Associated Press (AP) is the standard writing style among journalists and public relations professionals. Outlining rules for spelling, language and punctuation, the Associated Press Stylebook functions as a writing guide to standardize mass communication and news writing.
In order to present information that is easily understood by the general public, writing must be clear and consistent. AP style also creates a sense of credibility and professionalism for journalists. Proper spelling and grammar fosters trust between a news organization and an audience.
As society consistently changes, so does AP style writing. Recent events such as the Black Lives Matter protests spurred conversations regarding how the media covers and discusses race.
One of these crucial conversations occurred on June 24, 2020 during the recent Twitter chat hosted by the Associated Press Stylebook. Participants following the hashtag #APStyleChat participated in thoughtful discussions regarding race-related coverage and important changes taking place in newsrooms across the country.
Here are the AP’s recent changes and updates discussed during June’s Twitter chat:
AVOID USING THE TERM RACIST AS A NOUN
When used as a noun, the term racist is not appropriate because it is more difficult to match the complexity of a person to a definition or label than it is a statement or action, according to the AP Stylebook. If appropriate to the context of the story, journalists can use alternative adjectives to describe a person’s behavior or actions such as xenophobic, bigoted, biased, nativist or racially divisive.
It is also important to consider whether or not people should be identified by race in news coverage. According to the AP Stylebook, it is often an irrelevant factor. Drawing unnecessary attention to someone’s race or ethnicity can be interpreted as bigotry. Occurrences where identifying a person by race is appropriate can be found here.
BLACK IS NOW A CAPITALIZED TERM IN A RACIAL, ETHNIC AND CULTURAL SENSE
The change in capitalization can be attributed to our language evolving, along with the common understanding that especially in the United States, the term reflects a shared identity and culture rather than a skin color alone. Examples of when to use proper capitalization include: Black people, Black culture, Black literature, Black studies and Black colleges. African American is also acceptable for those in the U.S. but the two terms are not necessarily interchangeable. When in doubt, writers should follow an individual’s preference, if known.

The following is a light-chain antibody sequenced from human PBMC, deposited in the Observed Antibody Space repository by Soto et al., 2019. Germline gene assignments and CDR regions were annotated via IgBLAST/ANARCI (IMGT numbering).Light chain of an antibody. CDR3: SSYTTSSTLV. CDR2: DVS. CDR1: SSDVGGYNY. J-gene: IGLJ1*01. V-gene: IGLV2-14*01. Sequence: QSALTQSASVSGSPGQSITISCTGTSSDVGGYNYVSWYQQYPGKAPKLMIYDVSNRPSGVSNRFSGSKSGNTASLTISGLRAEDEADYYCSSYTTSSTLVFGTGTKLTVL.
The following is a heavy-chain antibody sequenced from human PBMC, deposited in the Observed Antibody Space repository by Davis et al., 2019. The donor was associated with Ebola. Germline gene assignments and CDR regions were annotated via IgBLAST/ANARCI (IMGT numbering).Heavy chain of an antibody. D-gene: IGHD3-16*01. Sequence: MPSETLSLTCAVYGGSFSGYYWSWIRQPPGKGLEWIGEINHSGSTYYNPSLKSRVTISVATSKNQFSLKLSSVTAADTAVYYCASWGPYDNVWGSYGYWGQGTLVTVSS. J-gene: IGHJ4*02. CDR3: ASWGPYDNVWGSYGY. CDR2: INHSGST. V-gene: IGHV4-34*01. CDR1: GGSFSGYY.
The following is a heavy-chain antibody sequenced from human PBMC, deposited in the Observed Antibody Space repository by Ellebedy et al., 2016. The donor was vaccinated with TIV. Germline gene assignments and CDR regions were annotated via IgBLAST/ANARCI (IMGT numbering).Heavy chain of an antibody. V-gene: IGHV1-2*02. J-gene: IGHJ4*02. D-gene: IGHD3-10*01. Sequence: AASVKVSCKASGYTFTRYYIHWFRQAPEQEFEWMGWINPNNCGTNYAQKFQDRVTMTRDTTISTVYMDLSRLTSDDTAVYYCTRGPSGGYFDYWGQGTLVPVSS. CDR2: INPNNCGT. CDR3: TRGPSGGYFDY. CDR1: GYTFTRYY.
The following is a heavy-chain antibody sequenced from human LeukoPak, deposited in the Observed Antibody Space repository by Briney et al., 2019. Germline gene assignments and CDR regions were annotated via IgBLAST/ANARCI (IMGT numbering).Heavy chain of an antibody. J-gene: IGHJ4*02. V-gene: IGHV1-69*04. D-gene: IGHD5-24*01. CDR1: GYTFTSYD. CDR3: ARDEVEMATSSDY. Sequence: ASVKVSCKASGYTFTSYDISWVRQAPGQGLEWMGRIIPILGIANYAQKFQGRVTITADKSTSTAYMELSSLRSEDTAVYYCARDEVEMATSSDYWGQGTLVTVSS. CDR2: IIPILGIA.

INDIGENOUS IS NOW A CAPITALIZED TERM
When referring to original inhabitants of a place, the term Indigenous should be capitalized. American Indians and Native Americans are also both acceptable terms for those in the U.S. when referring to two or more people of different tribal affiliations. For individuals, the name of the tribe should also be used if the information is available e.g.: He is a Navajo commissioner.
FOR PEOPLE FROM SPANISH-SPEAKING LANDS, USE THEIR PREFERENCE
Latino is often the preferred noun or adjective for a person from, or whose ancestors were from, a Spanish-speaking land or culture or from Latin America. Latina is the feminine form. Latinx, the recently coined gender-neutral form, should only be used in quotations, names of organizations or descriptions of individuals who request it and should be accompanied by a short explanation. Hispanics is also generally acceptable for those in the U.S. If possible, use a more specific identification such as Cuban, Puerto Rican, Brazilian or Mexican American.
For more information on race-related coverage, click here.
For the latest updates to AP style and to participate in the next #APStyleChat, click here.
By Sun Young Yoo